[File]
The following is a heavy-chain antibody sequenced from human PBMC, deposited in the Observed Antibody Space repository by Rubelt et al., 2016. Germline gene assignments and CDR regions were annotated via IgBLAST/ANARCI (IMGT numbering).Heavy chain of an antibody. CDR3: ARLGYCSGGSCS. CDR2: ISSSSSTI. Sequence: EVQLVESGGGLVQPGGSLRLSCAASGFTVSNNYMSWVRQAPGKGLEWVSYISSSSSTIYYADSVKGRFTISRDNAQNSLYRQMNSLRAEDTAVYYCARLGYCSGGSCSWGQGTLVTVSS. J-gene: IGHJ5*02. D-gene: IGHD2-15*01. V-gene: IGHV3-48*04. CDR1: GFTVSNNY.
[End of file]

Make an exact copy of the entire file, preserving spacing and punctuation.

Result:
The following is a heavy-chain antibody sequenced from human PBMC, deposited in the Observed Antibody Space repository by Rubelt et al., 2016. Germline gene assignments and CDR regions were annotated via IgBLAST/ANARCI (IMGT numbering).Heavy chain of an antibody. CDR3: ARLGYCSGGSCS. CDR2: ISSSSSTI. Sequence: EVQLVESGGGLVQPGGSLRLSCAASGFTVSNNYMSWVRQAPGKGLEWVSYISSSSSTIYYADSVKGRFTISRDNAQNSLYRQMNSLRAEDTAVYYCARLGYCSGGSCSWGQGTLVTVSS. J-gene: IGHJ5*02. D-gene: IGHD2-15*01. V-gene: IGHV3-48*04. CDR1: GFTVSNNY.